Smartwatches are aiming high and their price too

As a kid I watched a lot of Star Trek (TNG, DS9…) and Star Wars and always dreamed of having wearable technology like you see on TV. Cell phones were the closest thing to my childhood dream, and Nokia was how I followed the progress of portable technology. While smartphones may have reached their development peak, wearable gadgets are finally having their 5 minutes.

Of all wearables, (smart) watches have the best development potential. The first smartwatch in my life was the Casio F-91W, until I saw a Casio with a calculator and IR connector that could turn off TVs. At the time, I could not imagine how advanced a watch could be, and now it’s a tool I use every day. I use it for calls and SMS notifications, alarms, occasional health monitoring, music control, and of course, telling the time.

The first smart watch was the Mi Band 2. Since then, I could not decide whether to get a proper smartwatch and charge it every day or wear something that charges every 10 days. Then I realised I rather prefer the latter and got the Band 3 and later the Huawei Watch GT. I was hoping to see a Nokia watch, and that only happened briefly with the Nokia Steel HR, although that watch was unreliable and I had to return it.

Anyway, I had the opportunity to test many watches, except the Apple Watch, and I got hooked on Huawei watches. For me, the GT series has proven to be everything I need. The battery lasts about 9 or 10 days, it’s accurate, reliable, looks good, and has a well-developed smartphone app. It is not a true smartwatch, but rather a combination of a wristband and a smartwatch. Xiaomi also launched some nice watches, but Huawei was there first.

Xiaomi changed the wearable market with its Mi Band, but Huawei made watches popular again with its first GT series. It’s been a few years now since these devices were announced, and the market has evolved to the point where affordable wearables are becoming proper smartwatches that can be worn by divers, sailors or other adventurers.

Actually, Garmin led the way with its Fenix series, and was bold enough to make a digital smartwatch as expensive as a professional Seiko or Citizen watch. But Garmin is a class for itself, and is no longer alone in this, as new players are coming to town. The first was probably Withings with its Scanwatch Horizon, which reminds me of my old Citizen Promaster. Priced at €500, it was one of the more expensive and durable smartwatches, and I honestly thought Withings was crazy.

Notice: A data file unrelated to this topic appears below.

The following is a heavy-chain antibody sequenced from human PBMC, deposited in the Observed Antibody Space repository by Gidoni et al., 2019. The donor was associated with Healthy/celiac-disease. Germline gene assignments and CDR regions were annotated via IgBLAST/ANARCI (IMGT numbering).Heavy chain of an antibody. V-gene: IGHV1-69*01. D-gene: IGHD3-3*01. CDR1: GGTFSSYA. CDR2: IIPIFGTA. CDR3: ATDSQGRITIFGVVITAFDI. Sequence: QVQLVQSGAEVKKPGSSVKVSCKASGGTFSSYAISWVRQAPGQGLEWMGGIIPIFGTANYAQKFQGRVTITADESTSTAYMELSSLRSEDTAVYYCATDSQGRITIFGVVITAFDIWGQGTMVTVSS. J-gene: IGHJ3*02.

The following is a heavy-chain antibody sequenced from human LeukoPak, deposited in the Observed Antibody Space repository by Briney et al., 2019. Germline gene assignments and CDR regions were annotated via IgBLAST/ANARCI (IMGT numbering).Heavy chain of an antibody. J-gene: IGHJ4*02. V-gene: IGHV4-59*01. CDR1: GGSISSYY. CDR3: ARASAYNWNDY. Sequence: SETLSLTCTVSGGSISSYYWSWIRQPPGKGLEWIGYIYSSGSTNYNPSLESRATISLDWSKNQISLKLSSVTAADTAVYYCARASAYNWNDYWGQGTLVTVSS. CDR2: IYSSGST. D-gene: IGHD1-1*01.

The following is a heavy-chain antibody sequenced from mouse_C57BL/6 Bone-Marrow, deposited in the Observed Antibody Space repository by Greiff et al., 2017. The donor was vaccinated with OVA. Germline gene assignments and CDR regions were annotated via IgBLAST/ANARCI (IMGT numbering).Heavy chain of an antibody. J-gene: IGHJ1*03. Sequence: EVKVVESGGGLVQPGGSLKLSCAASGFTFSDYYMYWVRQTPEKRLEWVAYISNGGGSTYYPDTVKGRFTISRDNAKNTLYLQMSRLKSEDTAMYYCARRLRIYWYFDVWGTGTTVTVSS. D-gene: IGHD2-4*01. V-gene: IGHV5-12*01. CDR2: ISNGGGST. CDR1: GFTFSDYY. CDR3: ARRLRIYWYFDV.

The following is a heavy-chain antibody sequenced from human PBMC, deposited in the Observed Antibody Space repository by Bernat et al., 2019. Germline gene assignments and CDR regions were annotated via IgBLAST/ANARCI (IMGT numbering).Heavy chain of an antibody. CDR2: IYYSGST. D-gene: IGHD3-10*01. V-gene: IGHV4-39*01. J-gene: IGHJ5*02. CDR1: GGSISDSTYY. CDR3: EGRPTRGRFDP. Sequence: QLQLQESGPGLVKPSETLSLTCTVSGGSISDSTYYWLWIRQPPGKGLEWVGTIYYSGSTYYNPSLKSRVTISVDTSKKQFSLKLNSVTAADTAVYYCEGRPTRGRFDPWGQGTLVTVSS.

But then Apple came along and announced its Watch 8 Ultra with MIL STD titanium case, great tracking and an $800 USD price tag. But Apple is Apple and has always broken new ground, and others followed.

Huawei had some nice Pro versions of its Watch GT and Watch series, but just recently has responded to Apple with its €1000 Huawei Watch Ultimate, which has the same specs as the Huawei Watch 3 Pro, but with a 530 mAh battery and a more rugged case that can survive an occasional dive in the Mariana Trench.

In case you do not want to sell a kidney, there’s the Amazfit T-Rex Ultra, which has a 500 mAh battery, a MIL-STD case, a 1000 nits bright display, and a good GPS for outdoor tracking. All this is available at a price of 400 USD.

So we went from a Casio with a calculator to a durable 1000 euro smartwatch in just 30 years. The future of smartwatches is promising, and some strong players in the market are making great efforts to improve each new model over the years. Smartwatches are now at the point where smartphones were about 8 years ago, but this digital product is evolving at a faster pace, and I look forward to blood pressure and blood sugar measurements being integrated into them.

I’m super happy with my Huawei Watch GT 3 which replaced GT2 after more than two years. Are you using a smartwatch or a digital wearable of any kind?